Before we wrap this up, I want to look at one more thing: varying the length of the streak required for a ban. Let's start off with a streak of 2. Here the problem is false positives, so let's look at that. Our function becomes
M = p + 1 (-p^2 + 1) * M Filling in
p = 0.06439 from above, we get
M = 155, meaning that for every eight days a legitimate reviewer does his 20 reviews, he'll get banned once (on average of course). This might be acceptable if you realize that most people spending much time on this website will have a lot of experience so might well have too much experience to be affected by this. However, if we add to the mix that my numbers were optimistic estimates and that some people are more inclined to accept than others without being badge hunters, and I don't think this system holds up. So how about making the streak size 4 then? In that case, our function becomes
M = p^3 + p^2 + p + 1 + (-p^4 + 1) * M. Here the problem is how long it takes to catch our bad guys, so we input
p = 0.448725 from above. We get
M = 42.9275, which is over 2 days and is already getting into dangerous territory. A quick look also show that if the real chance is 0.1 lower, this has the effect of increasing the time to catch a bad reviewer to over 5 days, whereas it would still be about one and a half day with a streak of three. This gets out of hand pretty quickly and I'd say that this is not in any way effective (and we're getting into territory where a ban has to be so long that a single false positive is unacceptable) unless my estimates are actually quite accurate (or the difference is on the other side of what I thought them to be). In brief, I don't think using different streak lengths is a possibility.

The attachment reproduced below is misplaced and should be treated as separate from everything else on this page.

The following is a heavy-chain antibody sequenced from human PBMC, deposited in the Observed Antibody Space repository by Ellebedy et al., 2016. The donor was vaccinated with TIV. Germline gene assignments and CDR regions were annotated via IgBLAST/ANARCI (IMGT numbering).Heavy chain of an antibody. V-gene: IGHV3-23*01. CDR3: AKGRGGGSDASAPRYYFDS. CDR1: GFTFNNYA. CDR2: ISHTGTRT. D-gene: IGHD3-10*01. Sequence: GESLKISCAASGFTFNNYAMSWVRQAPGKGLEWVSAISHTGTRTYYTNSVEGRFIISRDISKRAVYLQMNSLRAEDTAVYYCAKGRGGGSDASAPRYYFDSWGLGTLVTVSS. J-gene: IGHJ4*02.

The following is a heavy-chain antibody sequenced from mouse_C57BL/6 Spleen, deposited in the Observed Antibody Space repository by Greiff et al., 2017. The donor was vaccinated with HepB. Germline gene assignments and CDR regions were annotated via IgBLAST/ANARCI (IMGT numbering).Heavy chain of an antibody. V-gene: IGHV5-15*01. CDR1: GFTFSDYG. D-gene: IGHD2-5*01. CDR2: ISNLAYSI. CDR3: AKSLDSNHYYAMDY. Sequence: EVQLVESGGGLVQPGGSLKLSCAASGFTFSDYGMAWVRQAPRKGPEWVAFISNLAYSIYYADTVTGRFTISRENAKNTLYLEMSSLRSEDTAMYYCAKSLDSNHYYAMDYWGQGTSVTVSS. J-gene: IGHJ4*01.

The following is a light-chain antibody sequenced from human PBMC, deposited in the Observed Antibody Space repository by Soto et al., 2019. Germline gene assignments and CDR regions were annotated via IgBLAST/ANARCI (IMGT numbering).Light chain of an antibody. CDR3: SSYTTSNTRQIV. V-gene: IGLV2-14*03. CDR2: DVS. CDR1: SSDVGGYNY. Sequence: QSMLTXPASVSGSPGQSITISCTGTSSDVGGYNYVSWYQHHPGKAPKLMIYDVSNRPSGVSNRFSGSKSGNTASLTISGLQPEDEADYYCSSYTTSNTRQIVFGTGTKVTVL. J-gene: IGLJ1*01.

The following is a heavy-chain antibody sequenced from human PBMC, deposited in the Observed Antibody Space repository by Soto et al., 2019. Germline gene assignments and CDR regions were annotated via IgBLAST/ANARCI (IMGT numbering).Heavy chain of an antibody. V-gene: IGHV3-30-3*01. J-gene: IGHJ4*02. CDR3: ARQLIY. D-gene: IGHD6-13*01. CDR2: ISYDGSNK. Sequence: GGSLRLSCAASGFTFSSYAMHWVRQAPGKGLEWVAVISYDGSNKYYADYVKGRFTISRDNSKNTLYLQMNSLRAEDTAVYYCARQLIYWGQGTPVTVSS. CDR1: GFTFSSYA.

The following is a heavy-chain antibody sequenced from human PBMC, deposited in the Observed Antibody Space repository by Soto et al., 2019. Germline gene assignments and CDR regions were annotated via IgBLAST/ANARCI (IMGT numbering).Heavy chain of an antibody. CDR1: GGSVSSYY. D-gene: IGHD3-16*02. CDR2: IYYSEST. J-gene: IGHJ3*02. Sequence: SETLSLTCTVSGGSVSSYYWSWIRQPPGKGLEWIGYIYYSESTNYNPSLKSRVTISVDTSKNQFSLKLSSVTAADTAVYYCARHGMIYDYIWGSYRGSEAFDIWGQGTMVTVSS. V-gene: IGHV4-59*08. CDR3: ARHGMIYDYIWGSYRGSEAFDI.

In the end, the number crunching provided nothing surprising (to me anyway) but I hope it provides the numbers to back up my original claims that this system doesn't work.
And for good measure, here is all the assumptions I made in my calculations:
45% of all edits are rejected by all good reviewers
45% of all edits are accepted by all good reviewers
10% of all edits are disputed
A good reviewer will accept 50% and reject 50% of all contested questions
(There is no difference between contested questions.)
1% of all reviewers are bad
bad reviewers accept in 100% of cases
Each day, an average of 1000 times someone votes to reject or accept an edit
(For the last one goes that I have only used it in one calculation, which
wasn't too exact anyway)
As per request, here's the math for 25% bad apples:
Once again, we'll add other badge hunters into the mix. The chance of any question that was otherwise going to be a 3v1 having another badge hunter is:
0.25 * 1 * 1 * 3 = 0.75 As such we have to decrease our 3v1 losses by
0.4625 * 0.75 = 0.346875. Now
p = 0.115625. Fill it in and we get
M = 730.359. Basically we won't catch people legitimately.
The chance of a false positive becomes
0.1 * 0.5 * (0.25 + 0.75 * 0.5) * (0.25 + 0.75 * 0.5) * (0.25 + 0.75 * 0.5) + 0.45 * 0.25 * 0.25 * 0.25 = 0.01923 filling it in we get that it takes
143381 edits on average to get a false positive, which is still sort of acceptable until we start adding poor sincere reviewers and the dynamics of the real world.